Leon Chung

Creating User Records with dscl

I was decomissioning an Xserve from serving MCX (I was turning off Open Directory) to keep it from serving some transitional MCX. Long story short, I deleted the OD. However, the Xserve was still running a print server for Linux boxes and now,
root was gone! Could not sudo or su to root. It kept giving me Unknown user.

It turns out, root was really gone.
The Xserve was running 10.6 server. I was still able to log in as a regular user, but the Linux admin using this server for the printers could not function without sudo (I didn't ask what he needed it for, maybe just needed full lpadmin?)

Anyway, I needed it up and there wasn't a backup (because why would there be in a production environment? /sigh)

I would like to thank frogor again for his guidance.

We attempted some troubleshooting in Single User Mode by booting with Command + s held down.

root was working in Single User Mode, so that was a relief. However, if you try to call it; it just can't be found. We decided to check with dscl to see what it would return if we query for root.

If you try to run dscl . -list /Users, it will not work because your Mac won't understand the current node and it doesn't have the alias for /Users. Also, you can't read it without mounting your system. Do this:
fsck -fy - File System Check
mount -uw / - Mount /

Load your directory, and it will tell you that you can only mess with the localonly node.
launchctl load /System/Library/LaunchDaemons/com.apple.opendirectoryd.plist

In order to list /Users, you need to append the full path /Local/Default. At one point, I thought all users were gone, but I was just using the wrong path.
dscl localonly -list /Local/Default/Users

root was really gone, but root was still in the admin and staff groups dscl localonly -read /Local/Default/Groups/staff and a line still existed for root in /etc/passwd. I attempted to re-create root hoping that only the user record was gone, there are several ways to do this. You can use dscl to create the record, MagerValp's CreateUserPkg.app, or restore a .plist from a known good equal version OS. The last 2 requires Target Disk Mode as you won't be able to authenticate to make changes in regular user mode. gneagle found this link to help out with Target Disk Mode for your Xserve: Xserve User Guide On Page 14, it even tells you how to start TDM without a keyboard.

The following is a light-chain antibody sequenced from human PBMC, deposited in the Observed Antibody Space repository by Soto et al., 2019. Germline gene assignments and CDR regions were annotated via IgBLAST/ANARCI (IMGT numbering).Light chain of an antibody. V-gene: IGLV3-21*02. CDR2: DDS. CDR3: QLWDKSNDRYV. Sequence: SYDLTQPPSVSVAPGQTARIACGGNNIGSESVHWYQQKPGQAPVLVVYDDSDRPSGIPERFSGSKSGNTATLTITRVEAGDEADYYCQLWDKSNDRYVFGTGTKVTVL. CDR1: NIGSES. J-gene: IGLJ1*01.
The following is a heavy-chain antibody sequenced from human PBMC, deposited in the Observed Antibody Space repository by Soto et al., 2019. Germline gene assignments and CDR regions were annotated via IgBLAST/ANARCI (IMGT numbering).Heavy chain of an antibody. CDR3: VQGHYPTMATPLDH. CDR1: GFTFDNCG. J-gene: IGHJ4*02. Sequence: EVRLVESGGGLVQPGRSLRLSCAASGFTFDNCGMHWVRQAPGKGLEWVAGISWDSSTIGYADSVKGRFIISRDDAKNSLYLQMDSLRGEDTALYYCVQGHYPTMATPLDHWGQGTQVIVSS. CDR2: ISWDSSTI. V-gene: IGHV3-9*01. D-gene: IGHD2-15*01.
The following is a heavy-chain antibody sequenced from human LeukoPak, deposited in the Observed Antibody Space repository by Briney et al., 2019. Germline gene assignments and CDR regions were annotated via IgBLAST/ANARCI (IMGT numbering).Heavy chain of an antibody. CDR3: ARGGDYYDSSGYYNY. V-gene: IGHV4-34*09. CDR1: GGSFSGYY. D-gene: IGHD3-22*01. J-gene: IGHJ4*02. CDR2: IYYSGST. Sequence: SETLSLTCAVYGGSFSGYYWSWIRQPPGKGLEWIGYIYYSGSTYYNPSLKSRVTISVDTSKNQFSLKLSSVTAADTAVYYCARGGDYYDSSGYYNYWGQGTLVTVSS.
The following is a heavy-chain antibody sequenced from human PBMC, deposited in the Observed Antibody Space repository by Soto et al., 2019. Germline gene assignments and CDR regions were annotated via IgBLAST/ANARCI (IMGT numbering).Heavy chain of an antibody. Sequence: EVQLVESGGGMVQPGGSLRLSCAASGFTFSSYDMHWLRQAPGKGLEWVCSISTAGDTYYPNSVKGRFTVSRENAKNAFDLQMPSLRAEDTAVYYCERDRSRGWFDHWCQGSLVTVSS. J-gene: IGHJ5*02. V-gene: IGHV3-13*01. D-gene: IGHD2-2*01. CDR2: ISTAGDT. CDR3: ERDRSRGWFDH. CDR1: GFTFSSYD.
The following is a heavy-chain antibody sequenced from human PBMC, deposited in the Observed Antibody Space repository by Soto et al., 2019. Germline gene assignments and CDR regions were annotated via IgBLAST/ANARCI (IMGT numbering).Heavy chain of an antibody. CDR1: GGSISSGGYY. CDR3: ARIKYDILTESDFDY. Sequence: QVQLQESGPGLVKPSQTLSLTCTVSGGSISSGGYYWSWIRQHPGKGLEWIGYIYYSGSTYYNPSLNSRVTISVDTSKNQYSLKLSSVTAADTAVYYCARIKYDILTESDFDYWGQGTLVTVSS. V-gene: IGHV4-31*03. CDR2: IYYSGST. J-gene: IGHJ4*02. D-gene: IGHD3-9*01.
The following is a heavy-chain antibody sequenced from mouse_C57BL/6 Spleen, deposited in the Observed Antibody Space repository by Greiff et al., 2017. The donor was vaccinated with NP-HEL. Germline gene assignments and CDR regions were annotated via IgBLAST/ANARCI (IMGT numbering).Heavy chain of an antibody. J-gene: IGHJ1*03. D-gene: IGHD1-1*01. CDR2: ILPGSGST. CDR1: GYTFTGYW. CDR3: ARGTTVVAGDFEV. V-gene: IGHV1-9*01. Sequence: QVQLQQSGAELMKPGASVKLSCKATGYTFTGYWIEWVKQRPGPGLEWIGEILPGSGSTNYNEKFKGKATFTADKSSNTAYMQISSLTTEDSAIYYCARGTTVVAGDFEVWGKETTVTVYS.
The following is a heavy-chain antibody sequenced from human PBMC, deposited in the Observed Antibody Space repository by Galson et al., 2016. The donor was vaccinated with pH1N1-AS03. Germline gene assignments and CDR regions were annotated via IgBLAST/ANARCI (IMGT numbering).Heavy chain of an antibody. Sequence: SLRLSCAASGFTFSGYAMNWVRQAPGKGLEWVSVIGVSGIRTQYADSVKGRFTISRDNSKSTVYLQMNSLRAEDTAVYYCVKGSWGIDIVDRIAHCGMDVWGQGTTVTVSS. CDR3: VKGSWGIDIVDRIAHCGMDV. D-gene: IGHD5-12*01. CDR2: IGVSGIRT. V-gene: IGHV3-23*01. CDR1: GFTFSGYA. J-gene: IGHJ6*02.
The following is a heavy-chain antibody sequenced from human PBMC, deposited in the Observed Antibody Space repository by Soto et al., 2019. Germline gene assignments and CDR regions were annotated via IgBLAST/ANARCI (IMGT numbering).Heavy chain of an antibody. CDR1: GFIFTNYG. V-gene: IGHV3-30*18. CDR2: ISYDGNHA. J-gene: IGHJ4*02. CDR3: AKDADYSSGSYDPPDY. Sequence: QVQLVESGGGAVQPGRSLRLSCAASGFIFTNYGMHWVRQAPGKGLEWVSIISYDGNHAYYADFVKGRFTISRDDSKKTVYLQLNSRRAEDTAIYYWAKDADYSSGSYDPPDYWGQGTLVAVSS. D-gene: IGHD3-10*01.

At this point, frogor had a copy of the /private/var/db/dslocal/nodes/Default/users/root.plist from a 10.6 machine, I had a 10.8 laptop with all the records that root has in dscl. The 10.6 record seem to have less things (the plist is attached on the bottom of this page).

Anyway, on to the commands:

dscl localonly -create /Local/Default/Users/root
dscl localonly -create /Local/Default/Users/root UniqueID 0
dscl localonly -create /Local/Default/Users/root PrimaryGroupID 0
dscl localonly -create /Local/Default/Users/root RealName "System Administrator"
dscl localonly -create /Local/Default/Users/root RecordName root "BUILTIN\Local System"
dscl localonly -create /Local/Default/Users/root AppleMetaNodeLocation /Local/Default
dscl localonly -create /Local/Default/Users/root GeneratedUID FFFFEEEE-DDDD-CCCC-BBBB-AAAA00000000
dscl localonly -create /Local/Default/Users/root NFSHomeDirectory /var/root
dscl localonly -create /Local/Default/Users/root UserShell /bin/sh
dscl localonly -create /Local/Default/Users/root SMBSID S-1-5-18

The root user record is now recreated.
We attmpted reboot into our normal environment and tested that sudo is working and sudo -s was also working. I was very lucky that the rest of the records were intact, but this gave me a whole new insight on using dscl and reading users/groups records on the system.

Here is the root.plist

<?xml version="1.0" encoding="UTF-8"?>
<!DOCTYPE plist PUBLIC "-//Apple//DTD PLIST 1.0//EN" "http://www.apple.com/DTDs/PropertyList-1.0.dtd">
<plist version="1.0">
        <string>System Administrator</string>
dscl root xserve Snow Leopard Snow Leopard Server single user mode